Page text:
Title: Limbo (Issues #1 – #6)
Author: Dan Watters
Artist: Caspar Wijngaard
I received this book via NetGalley in exchange for an honest review
This edition of Limbo has the collected works, issues 1 through six. The most striking aspect of Limbo is the art and colors.
The Dia de los Muertos motifs reminded me of The Book of Life, which surprisingly had some overlapping plot points, like challenging other-worldly beings. The setting is characterized in a gritty way and almost feels like another character.
Similar to a novella , I read recently, the main character Clay is faced with identity questions and ultimately must prove himself worthy of passing various tests, unbeknownst to him, to determine whether or not to leave Limbo.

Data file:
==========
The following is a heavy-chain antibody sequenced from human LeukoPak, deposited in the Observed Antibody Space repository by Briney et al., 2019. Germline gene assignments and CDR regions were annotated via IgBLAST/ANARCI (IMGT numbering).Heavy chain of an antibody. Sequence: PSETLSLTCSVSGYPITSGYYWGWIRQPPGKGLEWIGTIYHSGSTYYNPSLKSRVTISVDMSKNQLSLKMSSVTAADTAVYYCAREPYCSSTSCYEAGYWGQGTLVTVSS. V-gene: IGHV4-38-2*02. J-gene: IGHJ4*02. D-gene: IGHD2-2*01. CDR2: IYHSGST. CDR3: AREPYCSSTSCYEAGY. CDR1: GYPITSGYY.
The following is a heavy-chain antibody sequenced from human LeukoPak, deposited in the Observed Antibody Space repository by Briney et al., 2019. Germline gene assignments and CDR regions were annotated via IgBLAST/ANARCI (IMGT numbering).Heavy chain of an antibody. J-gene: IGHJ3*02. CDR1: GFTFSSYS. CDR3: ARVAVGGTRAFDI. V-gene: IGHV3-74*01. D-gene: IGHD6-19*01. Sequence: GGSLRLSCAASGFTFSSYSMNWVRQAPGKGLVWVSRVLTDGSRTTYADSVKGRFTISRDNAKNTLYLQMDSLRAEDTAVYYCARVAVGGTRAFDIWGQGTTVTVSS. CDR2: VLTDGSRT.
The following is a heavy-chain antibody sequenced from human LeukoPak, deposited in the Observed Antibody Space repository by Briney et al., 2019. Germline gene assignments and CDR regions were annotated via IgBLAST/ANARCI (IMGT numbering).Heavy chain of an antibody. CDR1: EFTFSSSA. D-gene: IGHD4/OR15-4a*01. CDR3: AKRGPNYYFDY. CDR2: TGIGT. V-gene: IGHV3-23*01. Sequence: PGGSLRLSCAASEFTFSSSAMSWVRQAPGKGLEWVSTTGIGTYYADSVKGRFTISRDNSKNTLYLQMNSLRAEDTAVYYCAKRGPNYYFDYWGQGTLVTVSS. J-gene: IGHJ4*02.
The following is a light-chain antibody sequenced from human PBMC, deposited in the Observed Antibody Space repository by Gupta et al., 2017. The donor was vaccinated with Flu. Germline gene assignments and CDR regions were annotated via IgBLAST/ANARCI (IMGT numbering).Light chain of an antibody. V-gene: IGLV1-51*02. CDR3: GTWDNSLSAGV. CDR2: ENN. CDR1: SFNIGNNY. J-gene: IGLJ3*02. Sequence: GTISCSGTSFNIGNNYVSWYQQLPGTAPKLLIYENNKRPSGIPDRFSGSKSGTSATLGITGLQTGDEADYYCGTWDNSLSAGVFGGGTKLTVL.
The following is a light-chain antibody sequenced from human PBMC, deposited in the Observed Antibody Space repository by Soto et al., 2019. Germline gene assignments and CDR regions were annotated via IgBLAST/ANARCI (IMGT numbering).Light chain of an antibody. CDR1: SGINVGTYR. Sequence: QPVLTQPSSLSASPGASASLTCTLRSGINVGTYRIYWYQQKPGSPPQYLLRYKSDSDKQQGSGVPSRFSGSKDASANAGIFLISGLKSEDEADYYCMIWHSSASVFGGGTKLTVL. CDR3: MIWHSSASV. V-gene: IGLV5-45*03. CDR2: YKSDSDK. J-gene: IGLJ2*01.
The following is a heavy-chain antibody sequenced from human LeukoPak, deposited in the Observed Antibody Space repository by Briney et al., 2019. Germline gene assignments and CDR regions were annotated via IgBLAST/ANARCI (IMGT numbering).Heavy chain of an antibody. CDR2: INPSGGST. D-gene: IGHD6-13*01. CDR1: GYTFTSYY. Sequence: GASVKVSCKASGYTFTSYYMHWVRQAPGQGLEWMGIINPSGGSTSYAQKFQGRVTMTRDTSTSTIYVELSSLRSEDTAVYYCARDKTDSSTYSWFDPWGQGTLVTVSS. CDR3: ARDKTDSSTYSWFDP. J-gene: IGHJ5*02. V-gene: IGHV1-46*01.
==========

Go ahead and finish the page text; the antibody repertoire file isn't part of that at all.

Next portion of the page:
The world within this story also leaves the reader a little lost and unsure of who to actually trust. Who are the antagonists and in some cases who are the worse antagonists.
Limbo is portrayed as being neon-noir and containing 80’s VHS aesthetic. I’m new to the term ‘neon-noir’ and ’80’s VHS aesthetic’ and despite a quick google search I still didn’t get a clear definition for what either of those terms mean. However, reading through this graphic novel, I was able to get a slight grasp on what they could possibly mean. For instance, I could almost feel and hear the static from a tv screens radiating and the pastel to dark colors reminded me of TV culture, very reminiscent of the 90’s (much less the 80’s, but I’m a 90’s kid so I could be wrong).
All in all, Limbo, worth a read if readers are interested in a fresh new take and interested in alternative approaches to the life and death question.